Agencies

[Federal Register Volume 76, Number 95 (Tuesday, May 17, 2011)]
[Proposed Rules]
[Pages 28373-28376]
From the Federal Register Online via the Government Printing Office [www.gpo.gov]
[FR Doc No: 2011-12015]


=======================================================================
-----------------------------------------------------------------------

DEPARTMENT OF TRANSPORTATION

Federal Aviation Administration

14 CFR Part 39

[Docket No. FAA-2011-0472; Directorate Identifier 2011-NM-005-AD]
RIN 2120-AA64


Airworthiness Directives; Fokker Services B.V. Model F.28 Mark 
1000, 2000, 3000, and 4000 Airplanes

AGENCY: Federal Aviation Administration (FAA), DOT.

ACTION: Notice of proposed rulemaking (NPRM).

-----------------------------------------------------------------------

SUMMARY: We propose to adopt a new airworthiness directive (AD) for the 
products listed above. This proposed AD results from mandatory 
continuing

[[Page 28374]]

airworthiness information (MCAI) originated by an aviation authority of 
another country to identify and correct an unsafe condition on an 
aviation product. The MCAI describes the unsafe condition as:

    [T]he Federal Aviation Administration (FAA) has published 
Special Federal Aviation Regulation (SFAR) 88, and the Joint 
Aviation Authorities (JAA) has published Interim Policy INT/POL/25/
12. The review conducted by Fokker Services on the Fokker F28 Type 
Design in response to these regulations revealed that, under certain 
failure conditions, a short circuit may develop in the collector 
tank level float switch wiring. Such a short circuit may result in 
an ignition source in the tank vapour space.
    This condition, if not corrected, could result in a wing fuel 
tank explosion and consequent loss of the aeroplane.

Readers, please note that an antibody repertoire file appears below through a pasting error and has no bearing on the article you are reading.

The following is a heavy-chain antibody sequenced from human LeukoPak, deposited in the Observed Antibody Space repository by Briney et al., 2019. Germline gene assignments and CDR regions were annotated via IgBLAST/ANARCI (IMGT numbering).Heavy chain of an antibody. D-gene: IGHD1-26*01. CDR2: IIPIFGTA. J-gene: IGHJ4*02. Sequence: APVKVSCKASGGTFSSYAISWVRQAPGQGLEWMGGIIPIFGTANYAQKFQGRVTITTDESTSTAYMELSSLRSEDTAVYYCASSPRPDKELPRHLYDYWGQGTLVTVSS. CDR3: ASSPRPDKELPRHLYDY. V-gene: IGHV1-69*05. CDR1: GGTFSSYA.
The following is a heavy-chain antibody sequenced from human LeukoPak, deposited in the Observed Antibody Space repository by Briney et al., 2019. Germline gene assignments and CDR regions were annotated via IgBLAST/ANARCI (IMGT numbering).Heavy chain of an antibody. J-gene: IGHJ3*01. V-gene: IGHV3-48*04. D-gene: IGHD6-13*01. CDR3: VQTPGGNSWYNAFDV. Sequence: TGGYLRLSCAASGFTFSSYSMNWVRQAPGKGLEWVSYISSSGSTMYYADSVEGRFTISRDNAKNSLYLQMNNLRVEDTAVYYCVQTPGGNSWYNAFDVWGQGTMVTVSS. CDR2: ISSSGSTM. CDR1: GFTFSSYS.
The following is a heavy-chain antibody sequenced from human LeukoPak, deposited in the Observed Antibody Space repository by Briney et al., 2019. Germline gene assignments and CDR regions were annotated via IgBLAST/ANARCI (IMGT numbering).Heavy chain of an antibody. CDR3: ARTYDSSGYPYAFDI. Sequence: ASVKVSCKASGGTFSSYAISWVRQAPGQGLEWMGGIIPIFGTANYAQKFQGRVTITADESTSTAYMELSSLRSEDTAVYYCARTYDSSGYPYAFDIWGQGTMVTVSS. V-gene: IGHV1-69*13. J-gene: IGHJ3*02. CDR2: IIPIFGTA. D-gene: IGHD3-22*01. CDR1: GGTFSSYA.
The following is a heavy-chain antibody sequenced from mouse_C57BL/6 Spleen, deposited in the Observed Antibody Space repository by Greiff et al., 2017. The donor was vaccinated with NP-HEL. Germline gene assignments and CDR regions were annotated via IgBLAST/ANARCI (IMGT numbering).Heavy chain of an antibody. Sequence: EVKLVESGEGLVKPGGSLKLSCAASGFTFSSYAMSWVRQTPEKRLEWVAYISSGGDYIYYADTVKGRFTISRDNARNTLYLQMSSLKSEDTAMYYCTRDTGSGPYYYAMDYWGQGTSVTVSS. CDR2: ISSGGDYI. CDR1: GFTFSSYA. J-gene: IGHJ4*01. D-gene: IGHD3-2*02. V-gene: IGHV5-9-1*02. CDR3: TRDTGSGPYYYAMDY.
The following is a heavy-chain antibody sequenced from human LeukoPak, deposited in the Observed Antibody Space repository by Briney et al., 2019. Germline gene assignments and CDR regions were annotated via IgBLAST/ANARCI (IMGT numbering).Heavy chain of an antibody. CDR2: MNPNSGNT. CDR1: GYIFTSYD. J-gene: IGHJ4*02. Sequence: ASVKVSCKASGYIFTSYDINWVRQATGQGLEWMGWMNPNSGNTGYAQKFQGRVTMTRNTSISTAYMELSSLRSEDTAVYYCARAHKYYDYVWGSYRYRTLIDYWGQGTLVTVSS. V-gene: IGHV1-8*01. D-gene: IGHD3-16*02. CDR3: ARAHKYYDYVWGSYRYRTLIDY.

* * * * *
The proposed AD would require actions that are intended to address the 
unsafe condition described in the MCAI.

DATES: We must receive comments on this proposed AD by July 1, 2011.

ADDRESSES: You may send comments by any of the following methods:
     Federal eRulemaking Portal: Go to http://www.regulations.gov. Follow the instructions for submitting comments.
     Fax: (202) 493-2251.
     Mail: U.S. Department of Transportation, Docket 
Operations, M-30, West Building Ground Floor, Room W12-140, 1200 New 
Jersey Avenue, SE., Washington, DC 20590.
     Hand Delivery: U.S. Department of Transportation, Docket 
Operations, M-30, West Building Ground Floor, Room W12-40, 1200 New 
Jersey Avenue, SE., Washington, DC, between 9 a.m. and 5 p.m., Monday 
through Friday, except Federal holidays.
    For service information identified in this proposed AD, contact 
Fokker Services B.V., Technical Services Dept., P.O. Box 231, 2150 AE 
Nieuw-Vennep, the Netherlands; telephone +31 (0) 252-627-350; fax +31 
(0) 252-627-211; e-mail technicalservices.fokkerservices@stork.com; 
Internet http://www.myfokkerfleet.com. You may review copies of the 
referenced service information at the FAA, Transport Airplane 
Directorate, 1601 Lind Avenue, SW., Renton, Washington. For information 
on the availability of this material at the FAA, call 425-227-1221.

Examining the AD Docket

    You may examine the AD docket on the Internet at http://www.regulations.gov; or in person at the Docket Operations office 
between 9 a.m. and 5 p.m., Monday through Friday, except Federal 
holidays. The AD docket contains this proposed AD, the regulatory 
evaluation, any comments received, and other information. The street 
address for the Docket Operations office (telephone (800) 647-5527) is 
in the ADDRESSES section. Comments will be available in the AD docket 
shortly after receipt.

FOR FURTHER INFORMATION CONTACT: Tom Rodriguez, Aerospace Engineer, 
International Branch, ANM-116, Transport Airplane Directorate, FAA, 
1601 Lind Avenue, SW., Renton, Washington 98057-3356; telephone (425) 
227-1137; fax (425) 227-1149.

SUPPLEMENTARY INFORMATION:

Comments Invited

    We invite you to send any written relevant data, views, or 
arguments about this proposed AD. Send your comments to an address 
listed under the ADDRESSES section. Include ``Docket No. FAA-2011-0472; 
Directorate Identifier 2011-NM-005-AD'' at the beginning of your 
comments. We specifically invite comments on the overall regulatory, 
economic, environmental, and energy aspects of this proposed AD. We 
will consider all comments received by the closing date and may amend 
this proposed AD based on those comments.
    We will post all comments we receive, without change, to http://www.regulations.gov, including any personal information you provide. We 
will also post a report summarizing each substantive verbal contact we 
receive about this proposed AD.

Discussion

    The European Aviation Safety Agency (EASA), which is the Technical